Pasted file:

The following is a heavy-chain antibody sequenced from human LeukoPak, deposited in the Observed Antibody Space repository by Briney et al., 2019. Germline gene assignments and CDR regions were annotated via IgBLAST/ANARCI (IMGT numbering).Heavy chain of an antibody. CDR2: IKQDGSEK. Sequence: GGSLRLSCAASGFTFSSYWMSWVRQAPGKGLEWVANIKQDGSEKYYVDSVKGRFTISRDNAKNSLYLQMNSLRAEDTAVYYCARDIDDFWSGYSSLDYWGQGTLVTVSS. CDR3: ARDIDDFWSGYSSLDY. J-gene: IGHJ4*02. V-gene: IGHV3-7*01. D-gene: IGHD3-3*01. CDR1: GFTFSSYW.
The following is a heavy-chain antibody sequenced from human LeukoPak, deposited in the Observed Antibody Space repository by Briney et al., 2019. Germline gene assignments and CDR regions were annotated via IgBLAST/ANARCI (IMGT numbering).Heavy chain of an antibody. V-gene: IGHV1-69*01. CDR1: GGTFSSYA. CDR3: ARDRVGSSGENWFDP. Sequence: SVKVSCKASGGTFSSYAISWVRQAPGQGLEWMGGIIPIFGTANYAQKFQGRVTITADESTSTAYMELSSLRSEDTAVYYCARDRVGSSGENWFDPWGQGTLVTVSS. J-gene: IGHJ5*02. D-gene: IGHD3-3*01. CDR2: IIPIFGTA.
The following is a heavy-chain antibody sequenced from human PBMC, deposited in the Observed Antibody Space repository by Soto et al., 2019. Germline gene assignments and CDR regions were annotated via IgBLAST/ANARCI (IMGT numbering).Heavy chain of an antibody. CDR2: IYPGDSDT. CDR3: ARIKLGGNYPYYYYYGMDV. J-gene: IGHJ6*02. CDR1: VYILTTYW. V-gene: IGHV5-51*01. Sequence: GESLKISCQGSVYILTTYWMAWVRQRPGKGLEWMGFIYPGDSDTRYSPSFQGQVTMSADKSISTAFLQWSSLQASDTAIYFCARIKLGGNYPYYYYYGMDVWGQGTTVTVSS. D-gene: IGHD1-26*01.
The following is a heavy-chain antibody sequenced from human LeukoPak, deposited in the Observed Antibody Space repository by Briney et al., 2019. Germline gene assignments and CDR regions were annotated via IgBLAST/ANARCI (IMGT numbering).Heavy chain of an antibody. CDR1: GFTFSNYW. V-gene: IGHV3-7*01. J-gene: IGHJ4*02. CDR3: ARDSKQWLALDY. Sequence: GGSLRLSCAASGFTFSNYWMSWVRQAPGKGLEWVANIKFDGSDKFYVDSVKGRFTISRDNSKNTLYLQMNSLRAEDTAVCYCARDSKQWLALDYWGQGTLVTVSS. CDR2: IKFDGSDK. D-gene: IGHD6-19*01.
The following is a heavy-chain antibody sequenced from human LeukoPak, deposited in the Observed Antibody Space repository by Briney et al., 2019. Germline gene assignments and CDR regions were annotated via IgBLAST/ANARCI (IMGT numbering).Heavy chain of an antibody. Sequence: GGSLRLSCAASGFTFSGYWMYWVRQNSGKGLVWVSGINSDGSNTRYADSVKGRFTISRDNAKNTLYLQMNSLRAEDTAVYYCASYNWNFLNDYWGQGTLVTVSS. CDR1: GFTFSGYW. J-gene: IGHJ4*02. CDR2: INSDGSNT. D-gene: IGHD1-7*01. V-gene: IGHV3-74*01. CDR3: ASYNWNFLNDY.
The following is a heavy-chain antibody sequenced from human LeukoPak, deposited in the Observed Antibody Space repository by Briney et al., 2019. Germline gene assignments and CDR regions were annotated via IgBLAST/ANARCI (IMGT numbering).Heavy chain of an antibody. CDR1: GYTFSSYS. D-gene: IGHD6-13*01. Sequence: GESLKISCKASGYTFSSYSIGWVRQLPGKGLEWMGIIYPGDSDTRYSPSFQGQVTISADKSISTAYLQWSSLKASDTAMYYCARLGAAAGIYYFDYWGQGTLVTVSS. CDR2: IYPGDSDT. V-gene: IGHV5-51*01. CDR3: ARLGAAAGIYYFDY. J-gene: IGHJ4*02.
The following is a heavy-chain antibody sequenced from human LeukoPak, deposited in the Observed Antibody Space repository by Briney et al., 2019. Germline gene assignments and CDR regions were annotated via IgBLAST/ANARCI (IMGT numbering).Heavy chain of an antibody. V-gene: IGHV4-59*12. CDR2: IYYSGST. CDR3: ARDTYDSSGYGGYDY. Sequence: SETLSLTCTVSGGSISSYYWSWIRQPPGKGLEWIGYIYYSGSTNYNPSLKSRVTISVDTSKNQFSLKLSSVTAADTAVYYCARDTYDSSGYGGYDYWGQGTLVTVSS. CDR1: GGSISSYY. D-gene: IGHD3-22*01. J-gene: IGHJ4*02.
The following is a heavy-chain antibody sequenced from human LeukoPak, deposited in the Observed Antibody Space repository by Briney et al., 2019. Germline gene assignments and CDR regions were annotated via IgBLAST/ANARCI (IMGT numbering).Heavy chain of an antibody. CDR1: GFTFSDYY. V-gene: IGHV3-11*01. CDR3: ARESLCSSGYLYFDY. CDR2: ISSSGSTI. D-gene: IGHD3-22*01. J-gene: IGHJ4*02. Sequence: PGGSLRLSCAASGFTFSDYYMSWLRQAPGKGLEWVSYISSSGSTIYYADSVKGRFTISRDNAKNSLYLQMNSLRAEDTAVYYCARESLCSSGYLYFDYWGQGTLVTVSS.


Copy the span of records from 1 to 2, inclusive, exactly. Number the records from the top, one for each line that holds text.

The following is a heavy-chain antibody sequenced from human LeukoPak, deposited in the Observed Antibody Space repository by Briney et al., 2019. Germline gene assignments and CDR regions were annotated via IgBLAST/ANARCI (IMGT numbering).Heavy chain of an antibody. CDR2: IKQDGSEK. Sequence: GGSLRLSCAASGFTFSSYWMSWVRQAPGKGLEWVANIKQDGSEKYYVDSVKGRFTISRDNAKNSLYLQMNSLRAEDTAVYYCARDIDDFWSGYSSLDYWGQGTLVTVSS. CDR3: ARDIDDFWSGYSSLDY. J-gene: IGHJ4*02. V-gene: IGHV3-7*01. D-gene: IGHD3-3*01. CDR1: GFTFSSYW.
The following is a heavy-chain antibody sequenced from human LeukoPak, deposited in the Observed Antibody Space repository by Briney et al., 2019. Germline gene assignments and CDR regions were annotated via IgBLAST/ANARCI (IMGT numbering).Heavy chain of an antibody. V-gene: IGHV1-69*01. CDR1: GGTFSSYA. CDR3: ARDRVGSSGENWFDP. Sequence: SVKVSCKASGGTFSSYAISWVRQAPGQGLEWMGGIIPIFGTANYAQKFQGRVTITADESTSTAYMELSSLRSEDTAVYYCARDRVGSSGENWFDPWGQGTLVTVSS. J-gene: IGHJ5*02. D-gene: IGHD3-3*01. CDR2: IIPIFGTA.